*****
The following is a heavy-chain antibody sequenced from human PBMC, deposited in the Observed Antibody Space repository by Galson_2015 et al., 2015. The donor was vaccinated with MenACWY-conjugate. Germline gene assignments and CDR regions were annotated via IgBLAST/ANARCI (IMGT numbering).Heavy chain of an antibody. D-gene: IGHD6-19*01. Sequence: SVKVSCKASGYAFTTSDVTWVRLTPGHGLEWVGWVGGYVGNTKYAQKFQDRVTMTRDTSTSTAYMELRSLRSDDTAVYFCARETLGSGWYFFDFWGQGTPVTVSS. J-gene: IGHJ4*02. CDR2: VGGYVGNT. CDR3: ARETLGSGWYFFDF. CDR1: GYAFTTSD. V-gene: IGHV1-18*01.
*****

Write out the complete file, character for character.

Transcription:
The following is a heavy-chain antibody sequenced from human PBMC, deposited in the Observed Antibody Space repository by Galson_2015 et al., 2015. The donor was vaccinated with MenACWY-conjugate. Germline gene assignments and CDR regions were annotated via IgBLAST/ANARCI (IMGT numbering).Heavy chain of an antibody. D-gene: IGHD6-19*01. Sequence: SVKVSCKASGYAFTTSDVTWVRLTPGHGLEWVGWVGGYVGNTKYAQKFQDRVTMTRDTSTSTAYMELRSLRSDDTAVYFCARETLGSGWYFFDFWGQGTPVTVSS. J-gene: IGHJ4*02. CDR2: VGGYVGNT. CDR3: ARETLGSGWYFFDF. CDR1: GYAFTTSD. V-gene: IGHV1-18*01.